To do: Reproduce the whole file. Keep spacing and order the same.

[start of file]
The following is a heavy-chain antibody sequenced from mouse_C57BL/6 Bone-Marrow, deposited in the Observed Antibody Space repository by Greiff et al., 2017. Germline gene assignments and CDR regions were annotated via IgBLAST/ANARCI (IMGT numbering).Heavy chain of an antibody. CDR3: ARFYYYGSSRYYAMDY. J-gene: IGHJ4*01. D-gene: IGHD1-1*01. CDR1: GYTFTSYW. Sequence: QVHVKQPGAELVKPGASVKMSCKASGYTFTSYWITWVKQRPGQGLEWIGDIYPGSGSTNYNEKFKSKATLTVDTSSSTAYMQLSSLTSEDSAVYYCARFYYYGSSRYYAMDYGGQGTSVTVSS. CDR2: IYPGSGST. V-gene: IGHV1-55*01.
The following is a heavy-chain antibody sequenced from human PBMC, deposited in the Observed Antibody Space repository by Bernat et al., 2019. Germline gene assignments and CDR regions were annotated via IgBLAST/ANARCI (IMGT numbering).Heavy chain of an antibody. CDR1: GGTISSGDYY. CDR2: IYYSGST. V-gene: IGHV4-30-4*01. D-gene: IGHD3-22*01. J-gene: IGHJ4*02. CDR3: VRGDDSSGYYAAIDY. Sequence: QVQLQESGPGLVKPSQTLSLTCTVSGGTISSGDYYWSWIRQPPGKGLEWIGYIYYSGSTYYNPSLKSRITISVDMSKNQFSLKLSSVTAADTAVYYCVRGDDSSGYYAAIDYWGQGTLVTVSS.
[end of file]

The following is a heavy-chain antibody sequenced from mouse_C57BL/6 Bone-Marrow, deposited in the Observed Antibody Space repository by Greiff et al., 2017. Germline gene assignments and CDR regions were annotated via IgBLAST/ANARCI (IMGT numbering).Heavy chain of an antibody. CDR3: ARFYYYGSSRYYAMDY. J-gene: IGHJ4*01. D-gene: IGHD1-1*01. CDR1: GYTFTSYW. Sequence: QVHVKQPGAELVKPGASVKMSCKASGYTFTSYWITWVKQRPGQGLEWIGDIYPGSGSTNYNEKFKSKATLTVDTSSSTAYMQLSSLTSEDSAVYYCARFYYYGSSRYYAMDYGGQGTSVTVSS. CDR2: IYPGSGST. V-gene: IGHV1-55*01.
The following is a heavy-chain antibody sequenced from human PBMC, deposited in the Observed Antibody Space repository by Bernat et al., 2019. Germline gene assignments and CDR regions were annotated via IgBLAST/ANARCI (IMGT numbering).Heavy chain of an antibody. CDR1: GGTISSGDYY. CDR2: IYYSGST. V-gene: IGHV4-30-4*01. D-gene: IGHD3-22*01. J-gene: IGHJ4*02. CDR3: VRGDDSSGYYAAIDY. Sequence: QVQLQESGPGLVKPSQTLSLTCTVSGGTISSGDYYWSWIRQPPGKGLEWIGYIYYSGSTYYNPSLKSRITISVDMSKNQFSLKLSSVTAADTAVYYCVRGDDSSGYYAAIDYWGQGTLVTVSS.